How to Enlarge & Reduce Quilt Patterns with Adobe Reader

How to Enlarge & Reduce Patterns using Adobe ReaderToday, I’m sharing a rare mirror post with my fandom site, Fandom In Stitches, but this is more than worth posting twice.
I read and answer a lot (and by a lot, I mean tons!) of email for both Sewhooked and Fandom in Stitches and the question I answer most often is this: How do I resize a quilt block pattern?

The easiest way to ENLARGE or REDUCE a quilt block pattern is to print it as a poster using Adobe Reader and the chart below.

ENLARGE OR REDUCE PATTERNS USING THIS SCALE
Pattern Size Needed
4″ 5″ 6″ 7″ 8″ 9″ 10″ 11″ 12″
Pattern Size
4″ 100% 125% 150% 175% 200% 225% 250% 275% 300%
5″ 80% 100% 120% 140% 160% 180% 200% 220% 240%
6″ 67% 83% 100% 117% 133% 150% 167% 183% 200%
7″ 52% 71% 88% 100% 114% 128% 143% 152% 171%
8″ 50% 62% 75% 87% 100% 112% 125% 137% 150%
9″ 44% 55% 66% 77% 88% 100% 111% 122% 133%
10″ 40% 50% 60% 70% 80% 90% 100% 110% 120%
11″ 36% 45% 54% 63% 72% 81% 90% 100% 109%
12″ 34% 42% 50% 59% 67% 78% 84% 93% 100%

Follow these steps and use the chart below to make it even easier:

  1. Download the PDF quilt block pattern file.
  2. Open pattern in Adobe Reader.
  3. Open the Print dialog (shown below) by clicking the printer icon.
  4. Choose which Pages to Print. In the example “All” is chosen, but if there is an instruction page, skip that and just enlarge the pattern pages. It may be least confusing to enlarge one page at a time.
  5. Under Paper Sizing & Handling, choose Poster (see image).
  6. Determine the starting Pattern Size and the chart below to determine what percentage to enlarge to Pattern Size Needed. For example, to print a 5″ pattern at 10″, Tile Scale (see below) will need to be 200%.
  7. Print these instructions for easy reference.

Big thanks to Fandom In Stitches Designer Addie Clark for sharing the poster printing tip over on the Fandom In Stitches Facebook Group.

This month, ALL photos of projects made from Sewhooked patterns, including Paper Piecing Vintage, shared with the Sewhooked flickr group will be entered to win a copy of Jack Leaves The Light On!

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28 thoughts on “How to Enlarge & Reduce Quilt Patterns with Adobe Reader

  1. Lynn

    Thank you so much, I have bookmarked this email and now can refer to it when I have things to enlarge. You make my life easier, thanks again, Lynn

    Reply
  2. Yasmin

    Thank you very much. My loved this help from you. I I enlarge these patterns but a longer road where I took a long time and spent a lot of paper printing and testing the extent that I required.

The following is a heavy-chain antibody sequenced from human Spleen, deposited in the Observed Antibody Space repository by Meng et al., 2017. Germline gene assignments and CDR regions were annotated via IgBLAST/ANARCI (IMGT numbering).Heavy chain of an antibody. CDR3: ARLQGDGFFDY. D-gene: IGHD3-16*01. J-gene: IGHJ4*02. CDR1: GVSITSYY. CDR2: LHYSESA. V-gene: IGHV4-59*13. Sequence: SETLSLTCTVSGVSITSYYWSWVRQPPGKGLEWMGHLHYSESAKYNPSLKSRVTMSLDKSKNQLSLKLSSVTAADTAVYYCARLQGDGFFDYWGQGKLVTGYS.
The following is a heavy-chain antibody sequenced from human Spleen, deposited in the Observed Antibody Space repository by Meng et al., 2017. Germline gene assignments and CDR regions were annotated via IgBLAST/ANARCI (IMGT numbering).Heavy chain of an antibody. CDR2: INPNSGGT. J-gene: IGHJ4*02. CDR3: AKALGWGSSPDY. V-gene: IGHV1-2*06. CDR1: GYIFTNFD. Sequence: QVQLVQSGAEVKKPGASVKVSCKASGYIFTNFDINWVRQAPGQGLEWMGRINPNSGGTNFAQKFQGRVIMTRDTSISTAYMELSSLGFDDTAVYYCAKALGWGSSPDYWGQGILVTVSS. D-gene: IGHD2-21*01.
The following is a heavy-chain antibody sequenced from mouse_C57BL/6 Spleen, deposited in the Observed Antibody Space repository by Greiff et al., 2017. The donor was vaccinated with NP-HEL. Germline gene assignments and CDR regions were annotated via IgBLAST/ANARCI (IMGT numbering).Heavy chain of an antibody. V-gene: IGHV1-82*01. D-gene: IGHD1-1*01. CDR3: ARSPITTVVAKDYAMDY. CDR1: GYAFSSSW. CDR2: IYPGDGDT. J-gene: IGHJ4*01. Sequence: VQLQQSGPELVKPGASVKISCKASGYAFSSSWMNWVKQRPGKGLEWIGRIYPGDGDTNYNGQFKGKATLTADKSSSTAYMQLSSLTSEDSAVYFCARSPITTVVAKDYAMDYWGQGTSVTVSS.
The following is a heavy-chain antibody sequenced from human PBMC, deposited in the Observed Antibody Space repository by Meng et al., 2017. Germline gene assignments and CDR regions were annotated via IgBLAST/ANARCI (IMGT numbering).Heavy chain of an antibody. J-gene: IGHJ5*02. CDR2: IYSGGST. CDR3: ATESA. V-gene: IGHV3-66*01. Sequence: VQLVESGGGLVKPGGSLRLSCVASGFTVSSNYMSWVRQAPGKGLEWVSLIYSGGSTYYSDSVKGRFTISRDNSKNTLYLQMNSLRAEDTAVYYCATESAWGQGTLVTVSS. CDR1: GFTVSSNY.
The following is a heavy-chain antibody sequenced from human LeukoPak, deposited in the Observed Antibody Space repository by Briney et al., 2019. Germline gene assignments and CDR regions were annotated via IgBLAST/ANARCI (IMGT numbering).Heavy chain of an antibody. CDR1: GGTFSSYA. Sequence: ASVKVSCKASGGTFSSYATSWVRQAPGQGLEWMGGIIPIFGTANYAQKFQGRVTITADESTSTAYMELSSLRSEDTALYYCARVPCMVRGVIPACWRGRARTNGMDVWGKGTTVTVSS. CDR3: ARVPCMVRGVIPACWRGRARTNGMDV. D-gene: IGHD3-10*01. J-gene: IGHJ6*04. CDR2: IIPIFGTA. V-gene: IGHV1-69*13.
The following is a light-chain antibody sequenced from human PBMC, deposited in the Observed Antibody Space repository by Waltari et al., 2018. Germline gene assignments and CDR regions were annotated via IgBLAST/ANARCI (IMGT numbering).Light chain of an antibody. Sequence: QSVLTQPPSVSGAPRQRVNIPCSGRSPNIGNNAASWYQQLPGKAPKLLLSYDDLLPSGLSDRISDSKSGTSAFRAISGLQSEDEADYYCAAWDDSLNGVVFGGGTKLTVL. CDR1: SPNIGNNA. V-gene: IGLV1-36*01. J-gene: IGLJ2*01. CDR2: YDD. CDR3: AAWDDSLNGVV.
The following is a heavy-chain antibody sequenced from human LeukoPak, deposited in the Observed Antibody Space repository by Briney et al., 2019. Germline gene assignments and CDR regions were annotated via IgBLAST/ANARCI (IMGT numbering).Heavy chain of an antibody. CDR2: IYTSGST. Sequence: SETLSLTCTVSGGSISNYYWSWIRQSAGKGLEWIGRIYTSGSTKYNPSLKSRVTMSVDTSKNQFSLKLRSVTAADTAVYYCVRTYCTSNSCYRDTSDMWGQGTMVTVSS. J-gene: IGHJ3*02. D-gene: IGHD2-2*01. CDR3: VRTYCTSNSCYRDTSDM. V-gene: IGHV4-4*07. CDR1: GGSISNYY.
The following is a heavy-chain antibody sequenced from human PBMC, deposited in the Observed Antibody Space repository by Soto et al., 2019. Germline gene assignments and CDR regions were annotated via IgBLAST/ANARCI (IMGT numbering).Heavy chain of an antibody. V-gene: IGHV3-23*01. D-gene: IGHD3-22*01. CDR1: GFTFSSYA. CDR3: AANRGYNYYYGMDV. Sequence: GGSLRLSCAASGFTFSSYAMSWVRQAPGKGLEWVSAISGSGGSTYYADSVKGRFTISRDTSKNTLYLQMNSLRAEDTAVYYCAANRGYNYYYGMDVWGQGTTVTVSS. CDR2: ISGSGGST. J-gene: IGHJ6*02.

Reply
    1. Jennifer Ofenstein Post author

      Hi Cheryl,

      You can reduce an image using the same technique. If you know approximately the size you’re starting out with, you can still use the quilt block chart to figure out what percentage to reduce.

      Good luck with your project! 🙂

      Reply
  3. Jaylene Weber

    This is great info, one question…when I used a 200% enlargement the seam allowances go from 1/4inch to 1/2inch. When sewing 2 pieces together, do I still sew on the line that I normally sew or do I sew where the 1/4 inch would be?

    Reply
  4. Liryl Crovyn

    Thank you so much for the information! I had no clue how to reduce a pattern I’d bought and your info helped enormously!

    Reply
  5. suavaj321

    Does this method take into consideration the seam allowance and the reduction or increase of it when changing the size of the pattern piece?

    For example:

    If I start out with an 8″ pattern piece that has a 1/2″ seam allowance, when I reduce it by 50%, will my seam allowance be reduced to 1/4″? When grading patterns, is it really as simple as just reducing or enlarging the pieces? It just seems (to me) that if I take a pattern that is made to fit an average person that’s 5’6″ and reduce it to fit a thinner person who is also 5’6″, not only will the width be altered, but so will the length.

    Also, when you give measurements of the pattern piece, is that how wide the pattern piece actually measures?

    Thank you.

    Reply
    1. Jennifer Ofenstein Post author

      Hi there,

      This technique is intended specifically for enlarging/reducing quilt blocks. It would definitely not be recommended for clothing. I’m sorry for any confusion on that point.

      Happy stitching!

      Reply
    1. Jennifer Ofenstein Post author

      Unfortunately, that’s not a question I can really answer. This scale is intended for quilt blocks, which are much more straightforward than garments. I am sorry not to be more helpful.

      Reply
  6. ktgreendesign

    This is amazing! I’ve used this method three times to enlarge your 7 pointed star pattern to different sizes. And I just discovered your blog last week!

    Reply

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